As a toddler, I was exposed to toys that constitute to a child’s brain development such as colorful building blocks, shape and color sorter, and several picture books. According to my parents, at age 2, I already knew the correct orientation of a magazine if it’s overturned. I learned the alphabet even before I started school at age 4. My mother used to read me my children’s books to pass the time rather than spend it watching the television. I developed my passion in reading when my friend, Abby, in fourth grade introduced me to paperback novels. I used to own a collection of R. L. Stine’s Goosebumps and Francine Pascal’s Sweet Valley High. I was already in high school when I started reading romantic novels by Judith McNaught and Jude Deveraux.
Sometimes, in school, I’d sit on the corner of our room and doodle at the back of my notebook. I would write words and phrases that eventually make up a sentence or a poem. My first ever published poetry was about my perception of health as a young kid. It was featured in one of Jollibee‘s Newsletter back in the 90s. I don’t remember exactly when I wrote this, but perhaps young enough to receive a monthly bulletin for kids. It went something like this:
Health is wealth
That should be kept
By every child
Who wants the best.
Eating fresh fruits
And vegetables, too
Will make you strong
The whole day through.
I didn’t know (nor did my parents) I had a flair in writing until another one of my works received an unexpected recognition in September 2001. In preparation for our English week, we were asked to write a poem about something we find inspirational. Incidentally, my parents’ birthdays were coming up, so I thought of writing a poem as my simple gift for them. It was like hitting two birds with one stone. My piece, Come What May…, was about my love and gratitude towards my parents. If I remember correctly, I didn’t have trouble writing that poem. It’s as if I had the words arranged in my head, and all I had to do was put it in paper.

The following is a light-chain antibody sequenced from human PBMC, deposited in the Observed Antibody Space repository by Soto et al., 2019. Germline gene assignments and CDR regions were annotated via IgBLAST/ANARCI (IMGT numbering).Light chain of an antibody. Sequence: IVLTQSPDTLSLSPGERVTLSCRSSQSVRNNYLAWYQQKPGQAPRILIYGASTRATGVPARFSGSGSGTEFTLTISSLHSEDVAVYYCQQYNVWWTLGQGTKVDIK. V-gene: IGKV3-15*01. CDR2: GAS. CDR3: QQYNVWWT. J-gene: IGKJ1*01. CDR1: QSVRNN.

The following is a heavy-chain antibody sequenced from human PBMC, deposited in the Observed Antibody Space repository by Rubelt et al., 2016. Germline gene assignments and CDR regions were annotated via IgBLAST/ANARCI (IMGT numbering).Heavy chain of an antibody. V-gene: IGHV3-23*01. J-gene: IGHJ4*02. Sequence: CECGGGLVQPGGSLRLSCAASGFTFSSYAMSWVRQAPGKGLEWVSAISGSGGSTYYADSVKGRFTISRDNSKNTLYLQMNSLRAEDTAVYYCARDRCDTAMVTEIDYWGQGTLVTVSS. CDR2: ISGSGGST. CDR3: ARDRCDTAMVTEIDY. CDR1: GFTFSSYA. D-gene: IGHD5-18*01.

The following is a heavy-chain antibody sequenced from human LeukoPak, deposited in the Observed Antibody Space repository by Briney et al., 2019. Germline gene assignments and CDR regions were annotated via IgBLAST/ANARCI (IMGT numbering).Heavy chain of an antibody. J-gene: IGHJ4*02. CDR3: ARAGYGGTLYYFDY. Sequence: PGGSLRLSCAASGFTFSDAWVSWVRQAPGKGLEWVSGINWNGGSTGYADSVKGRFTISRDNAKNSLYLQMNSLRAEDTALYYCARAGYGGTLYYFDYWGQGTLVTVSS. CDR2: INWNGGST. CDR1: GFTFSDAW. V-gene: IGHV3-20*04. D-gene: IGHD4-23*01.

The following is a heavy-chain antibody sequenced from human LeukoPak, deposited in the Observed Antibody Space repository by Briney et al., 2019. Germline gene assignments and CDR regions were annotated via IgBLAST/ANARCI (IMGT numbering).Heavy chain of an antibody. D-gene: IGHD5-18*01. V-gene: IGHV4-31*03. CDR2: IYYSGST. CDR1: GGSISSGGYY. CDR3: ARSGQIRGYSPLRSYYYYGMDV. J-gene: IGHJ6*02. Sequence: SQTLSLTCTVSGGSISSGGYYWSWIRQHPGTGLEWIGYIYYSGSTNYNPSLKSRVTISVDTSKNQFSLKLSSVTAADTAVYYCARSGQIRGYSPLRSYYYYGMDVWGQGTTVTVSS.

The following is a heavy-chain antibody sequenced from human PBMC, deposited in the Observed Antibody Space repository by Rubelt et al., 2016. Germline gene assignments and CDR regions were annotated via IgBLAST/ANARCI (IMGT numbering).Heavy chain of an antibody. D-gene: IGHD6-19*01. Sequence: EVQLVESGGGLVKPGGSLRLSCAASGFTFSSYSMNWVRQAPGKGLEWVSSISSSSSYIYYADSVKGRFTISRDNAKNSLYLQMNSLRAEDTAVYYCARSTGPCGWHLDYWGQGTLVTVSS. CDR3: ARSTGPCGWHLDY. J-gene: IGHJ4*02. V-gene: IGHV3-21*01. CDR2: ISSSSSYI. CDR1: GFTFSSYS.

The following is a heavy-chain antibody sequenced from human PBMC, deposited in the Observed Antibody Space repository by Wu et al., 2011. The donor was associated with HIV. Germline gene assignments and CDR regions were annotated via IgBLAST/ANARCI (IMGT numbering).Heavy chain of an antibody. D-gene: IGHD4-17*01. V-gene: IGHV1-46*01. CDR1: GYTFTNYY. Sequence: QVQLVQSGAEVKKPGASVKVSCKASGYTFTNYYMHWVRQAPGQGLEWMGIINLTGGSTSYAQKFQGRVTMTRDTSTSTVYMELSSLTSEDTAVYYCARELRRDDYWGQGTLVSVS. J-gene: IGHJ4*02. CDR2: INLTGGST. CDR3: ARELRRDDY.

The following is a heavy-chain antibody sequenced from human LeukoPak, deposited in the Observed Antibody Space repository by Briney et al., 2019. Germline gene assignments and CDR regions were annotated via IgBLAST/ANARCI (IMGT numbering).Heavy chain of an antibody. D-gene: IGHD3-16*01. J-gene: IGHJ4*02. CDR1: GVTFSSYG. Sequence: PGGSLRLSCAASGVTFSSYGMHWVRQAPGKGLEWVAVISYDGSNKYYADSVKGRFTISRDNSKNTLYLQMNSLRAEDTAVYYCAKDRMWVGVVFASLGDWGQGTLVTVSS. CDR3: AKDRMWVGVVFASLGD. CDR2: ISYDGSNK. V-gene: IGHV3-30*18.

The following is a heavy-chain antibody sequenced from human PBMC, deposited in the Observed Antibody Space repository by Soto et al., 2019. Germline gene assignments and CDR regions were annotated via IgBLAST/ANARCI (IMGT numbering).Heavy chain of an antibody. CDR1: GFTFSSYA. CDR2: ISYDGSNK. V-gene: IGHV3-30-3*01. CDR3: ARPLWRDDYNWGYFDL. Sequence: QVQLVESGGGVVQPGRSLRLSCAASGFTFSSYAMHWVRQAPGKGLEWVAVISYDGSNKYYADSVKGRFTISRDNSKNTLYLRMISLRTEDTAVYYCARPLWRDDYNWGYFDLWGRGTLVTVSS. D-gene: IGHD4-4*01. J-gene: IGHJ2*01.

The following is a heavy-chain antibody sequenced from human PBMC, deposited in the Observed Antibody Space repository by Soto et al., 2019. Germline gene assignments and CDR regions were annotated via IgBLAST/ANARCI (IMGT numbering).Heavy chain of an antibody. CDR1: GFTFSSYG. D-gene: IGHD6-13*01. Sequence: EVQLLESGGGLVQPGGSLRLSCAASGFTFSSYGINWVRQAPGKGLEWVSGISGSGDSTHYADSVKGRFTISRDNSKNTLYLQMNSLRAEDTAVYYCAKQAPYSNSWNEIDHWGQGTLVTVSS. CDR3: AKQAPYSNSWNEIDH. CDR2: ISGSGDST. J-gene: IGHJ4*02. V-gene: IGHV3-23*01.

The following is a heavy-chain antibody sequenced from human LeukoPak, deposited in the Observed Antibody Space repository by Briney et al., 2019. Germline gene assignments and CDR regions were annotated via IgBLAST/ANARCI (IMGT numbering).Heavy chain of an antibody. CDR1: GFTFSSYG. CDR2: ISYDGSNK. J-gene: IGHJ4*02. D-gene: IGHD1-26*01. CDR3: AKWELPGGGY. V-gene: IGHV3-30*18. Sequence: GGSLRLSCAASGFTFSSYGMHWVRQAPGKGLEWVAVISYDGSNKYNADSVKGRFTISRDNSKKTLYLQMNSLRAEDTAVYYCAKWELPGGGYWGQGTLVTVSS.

Miss Joan, my English teacher, must have really loved my work because apart from giving me a perfect grade for it, she had my poem showcased at the exhibit. She even wrote a personal note to express her thoughts on my composition:
At that time, I thought I was lucky to have been given the opportunity to display my creation in public. I didn’t get that much recognition in school until one day, in April 2002, I received a letter from the Poetry.com. I was completely perplexed about this for two reasons: (1) I didn’t write to them; (2) I didn’t even know such a website existed, but my parents did. Yes, it was the look in their faces that somehow gave me a hint of what was going on, but not quite. I had to read the letter twice in order to understand what it said. In the midst of confusion and surprise, I was ecstatic to learn that my parents submitted the poem I gave them to the website, and that it was chosen to appear in the next volume of The International Library of Poetry! I wrote a four-liner, six-stanza poetry, so we had to slightly adjust it to satisfy the requirement of 20 lines per entry.
I didn’t believe all these were happening until I received a package from Poetry.com right in our doorstep. It was a hard-bound, print copy of the volume where my poetry was published to:
It was the best example of the cliché, To see is to believe. My family immediately flipped through the pages to look for my poem, and when we did, I think I cried. It was tears of overwhelming joy. As if it wasn’t enough, I learned in the letter attached to it that my poem was granted the Editor’s Choice Award! And while you’re at it, mine was the only entry from the Philippines in that volume. Filipino Pride: Represent!
My family and I were in jubilation. I could tell that they took pride in one of my greatest achievement in life. It went viral among relatives and friends. It would be an understatement to say that it felt like I won the lottery. A few weeks later, I was invited to give an inspirational speech in school to encourage kids my age to continue doing what they love best, dream big, and live the dream because you will never know what life has to offer. I believe that every human being possesses a gift. Not all people discover their gift at an early age like I did; some don’t even realize this at all. If you do, develop it, and make good use of it. God will definitely appreciate it when you do.
At 15, I didn’t think of it as anything but a simple gesture, yet it took me to places I have never imagined. Allow me to leave you with this inspirational quote by a fellow dreamer, Walt Disney:
All our dreams can come true; if we have the courage to pursue them.
—Walt Disney (1901-1966)
I’m curious. How about you? What is your greatest achievement to date? 🙂